by Rhys Lawrence
Dr Luke Kennard is the University of Birmingham’s senior lecturer in creative writing. Alongside his academic work , Dr Kennard publishes fiction reviews for The National, an English language newspaper in the UAE, is the Canal Laureate for the Poetry Society and the Canal River Trust, and is both a poet and critically acclaimed writer for the stage. As well as reading his wonderful 2016 poetry collection Cain – published by Penned in the Margins – you can purchase his 2017 debut novel ‘The Transition’ from Fourth Estate, and come see the man for yourself with the Small Press Showcase at this year’s SO: To Speak Festival.
Cain by Dr Luke Kennard
Cain is a collection, formed in thirds, which has at its heart is a series of 31 anagrams of the 355 letters to be found in a passage from Genesis. The complexity of this form bleeds throughout the text; often we as readers must – as Luke Kennard has – segregate and rearrange in constant construction of meaning. Cain isn’t easy; it can’t be absorbed – read lazily and comprehended. It is a resplendent tapestry of thematic and formal complexities, and it is this puzzling integrity which excites its reader.
The constraint explored in the text’s phenomenally crafted centrepiece seems paradoxically liberating for Kennard’s writing. The linguistic strain of rearranging the same 355 letters time and again necessitates that poet and reader enter into a kind of implicit contract. We allow Kennard to confuse us, enforce complex exercises in semantic gymnastics and send us spiralling into our dictionaries. We accept that in capitalising “The Lachrymator” he may be personifying the object of tear gas itself, or he may conversely be assigning its irritant qualities to one of the text’s three central characters. Should the latter be the case one would assume this to be the sole female of the three, Adah, as she remains un-named in the central text despite being noted as present and active in the surrounding notes. Confusingly though, The Lachrymator is assigned male pronouns. One’s choice of interpretation here can greatly affect understanding of the surrounding passage, and moments such as this lead to Cain functioning as a work in which the formulation of meaning is a uniquely involving experience; the collection becomes a collaboration between poet and reader.
Anagram isn’t the only notable choice of form in Kennard’s work here – throughout Cain the poet presents a smorgasbord of refreshing techniques. The anagrams themselves are presented as the scripts of a fragmented, at times absurdist television show, whilst an often compelling “Inside the Actors Studio” narrates a turbulent production plagued by megalomania. This red-print text provides both a graphical and a contextual background to the meaty centre of the page, featuring interviews with the “writers” as well as aiding in the decryption of Cain’s slightly more oblique passages without ever feeling as if Kennard is engaging in a form of poetic hand-holding. In the two sections flanking The Anagrams Kennard includes snappy and thoughtful pages of religious dialogue, a recontextualised slice of a Wikipedia article and a remarkably well executed mimicry of an old-school text based adventure game.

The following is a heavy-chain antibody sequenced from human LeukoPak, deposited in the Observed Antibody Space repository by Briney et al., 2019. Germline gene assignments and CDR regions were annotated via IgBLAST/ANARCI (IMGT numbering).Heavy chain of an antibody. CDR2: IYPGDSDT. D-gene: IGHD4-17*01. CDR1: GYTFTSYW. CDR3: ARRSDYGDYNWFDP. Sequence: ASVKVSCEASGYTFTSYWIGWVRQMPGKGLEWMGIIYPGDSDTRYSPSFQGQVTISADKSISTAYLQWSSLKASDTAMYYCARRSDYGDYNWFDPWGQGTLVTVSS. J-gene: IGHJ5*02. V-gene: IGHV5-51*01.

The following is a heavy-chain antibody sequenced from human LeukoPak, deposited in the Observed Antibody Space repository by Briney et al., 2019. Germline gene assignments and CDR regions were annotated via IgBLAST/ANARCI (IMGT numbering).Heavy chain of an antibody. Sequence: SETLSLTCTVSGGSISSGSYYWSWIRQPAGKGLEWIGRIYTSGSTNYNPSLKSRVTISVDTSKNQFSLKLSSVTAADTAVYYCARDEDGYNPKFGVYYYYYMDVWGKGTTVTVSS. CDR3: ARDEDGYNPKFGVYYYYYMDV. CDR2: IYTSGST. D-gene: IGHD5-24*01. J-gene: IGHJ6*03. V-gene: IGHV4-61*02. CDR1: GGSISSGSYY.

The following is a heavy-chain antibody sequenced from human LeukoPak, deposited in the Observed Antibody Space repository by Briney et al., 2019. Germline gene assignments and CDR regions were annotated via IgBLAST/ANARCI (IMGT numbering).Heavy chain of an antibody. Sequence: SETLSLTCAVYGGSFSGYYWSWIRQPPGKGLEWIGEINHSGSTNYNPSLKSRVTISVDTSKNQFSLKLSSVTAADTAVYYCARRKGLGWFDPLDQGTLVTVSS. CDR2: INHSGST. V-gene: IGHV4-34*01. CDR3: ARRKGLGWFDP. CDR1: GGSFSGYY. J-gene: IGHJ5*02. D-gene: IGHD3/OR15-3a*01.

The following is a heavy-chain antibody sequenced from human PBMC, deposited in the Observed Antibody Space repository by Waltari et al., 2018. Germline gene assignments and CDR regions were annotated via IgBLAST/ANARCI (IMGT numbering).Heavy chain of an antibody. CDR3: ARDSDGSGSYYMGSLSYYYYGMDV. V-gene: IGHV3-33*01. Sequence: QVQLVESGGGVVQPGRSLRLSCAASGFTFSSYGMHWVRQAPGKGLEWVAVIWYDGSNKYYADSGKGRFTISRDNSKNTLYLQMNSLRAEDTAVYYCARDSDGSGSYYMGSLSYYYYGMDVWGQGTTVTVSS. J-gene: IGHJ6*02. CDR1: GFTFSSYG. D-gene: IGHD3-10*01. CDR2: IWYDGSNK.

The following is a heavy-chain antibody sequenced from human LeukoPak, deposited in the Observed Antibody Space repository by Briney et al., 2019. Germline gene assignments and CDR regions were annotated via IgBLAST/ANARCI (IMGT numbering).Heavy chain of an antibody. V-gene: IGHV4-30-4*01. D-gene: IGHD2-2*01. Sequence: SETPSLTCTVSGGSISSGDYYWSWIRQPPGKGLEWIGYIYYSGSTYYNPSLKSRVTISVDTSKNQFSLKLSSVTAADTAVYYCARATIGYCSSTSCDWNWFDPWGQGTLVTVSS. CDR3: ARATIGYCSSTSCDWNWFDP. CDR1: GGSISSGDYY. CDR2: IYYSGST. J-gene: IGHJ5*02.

It’s not just Kennard’s adroit deployment of such divergent forms that casts Cain as such a cover-to-cover standout though – a sizable portion of the acclaim that this 2016 award-sweeper received must certainly stem from Kennard’s tricky sense of humour. Kennard’s comedic ability is noteworthy through the first book of Cain; ‘She really gets you’ Cain tells our narrator as a self-scan checkout bleats out ‘Approval needed’. Progressing into Cain’s complex middle section introduces a new element of effectiveness to Kennard’s wit. Playful jokes can take a reader by surprise as they grapple to squeeze the meaning from a segment of Cain’s dense wording. Through several hints in the commentary we begin to become aware of the difficulty experienced in dispatching the letter H 41 times in each piece; a quotation from one of the show’s chief writers seems to channel Kennard himself in stating ‘I had a line of 41 Hs tattooed on my upper arm by this point’. Once this penny drops Kennard’s increasingly creative use of his abundant Hs become a source of sudden humour in the text; this drive to spend the letter manifesting at various points as a convenient stammer, as the snore of a side character and perhaps most ludicrously as the vocalisations of a garden hose: ‘H20 H20 H20 H20’.
Failure seems a prevalent theme throughout this text; there are failed projects, failed relationships, failed stabs at a desired identity. The narrator is a deeply flawed man, and at times seems to have developed very little across the odyssey that nestles between Cain’s gorgeously designed cover pages. With a closing poem that reminds us of our fleeting mortality however, and perhaps even our cursed heritage, one can’t help but feel as though sometimes reformation and recovery can be enough. The beauty of this text is in its slippery relationship with interpretation– as with any, the above reading of the collection is an exercise in textual cybernetics. Cain’s vastness is in its subjectivity; it is a collection to be read, enjoyed, loved, given to friends, agreed on, argued over and then loved even more.